Fire safety always remains on the backburner, rues expert
Fire safety and the need to take precautions enter public debate only whenever there is an accident.
Otherwise they remain on the backburner.
The horrendous fire that claimed six lives here on Monday has underscored the need to have fire safety measures in place in all buildings, especially industries.
B.K. Hampagol, retired Deputy Director (Technical), Department of Fire and Emergency Services, said that fire safety has still not been made compulsory in the State for all buildings.
A gazette notification issued by the government in September 1971 recommended that all commercial and industrial structures over 50 feet high have safety measures in place, and specified some guidelines.
“Fire safety is essential for these high rises as per the zonal regulations and National Building Code. But it is not so for structures less than 50 feet in height.”
Mr. Hampagol said that following the fire at Carlton Towers that claimed nine lives in February 2010, the High Court of Karnataka directed the government to undertake a fire safety audit of all the high rises in the city.
“Fire safety has still not been made compulsory. All industries are fire-prone and it makes good sense to take precautions against such accidents,” he said.
Mr. Hampagol said that all industries come under the purview of the Directorate of Factories and Boilers.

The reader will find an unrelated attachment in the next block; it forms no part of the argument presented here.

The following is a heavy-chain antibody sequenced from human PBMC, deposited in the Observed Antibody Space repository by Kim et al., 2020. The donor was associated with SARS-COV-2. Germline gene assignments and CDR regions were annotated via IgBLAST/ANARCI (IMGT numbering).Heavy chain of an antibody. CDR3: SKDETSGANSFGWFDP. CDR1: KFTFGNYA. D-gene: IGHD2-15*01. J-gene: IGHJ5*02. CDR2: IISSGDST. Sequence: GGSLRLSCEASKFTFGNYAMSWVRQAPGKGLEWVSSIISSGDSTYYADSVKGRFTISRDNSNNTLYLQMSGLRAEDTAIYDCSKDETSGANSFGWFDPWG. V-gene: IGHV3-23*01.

“The officials of this department may not have professional knowledge about fire safety. They feel that industries can be safe just by keeping some red fire extinguishers.
“However, only a fire safety expert can recommend the kind of extinguisher best suited for a particular industry,” he said.
‘Industries can spend’
He said that all industries — small, micro, medium and large — can approach the Fire and Emergency Services Department and seek help to put in place fire safety measures. “Industries that have huge turnovers can spend a little to insulate themselves against such accidents,” he added. Stating that the department had written several times to the government urging it to make fire safety compulsory for industries and high rises, Mr. Hampagol said that the department could be given powers to inspect buildings, conduct a proper audit and issue NOC (no objection certificate).
“The department does not have powers to take up inspections voluntarily. If the department is empowered, then such accidents can be prevented,” he added.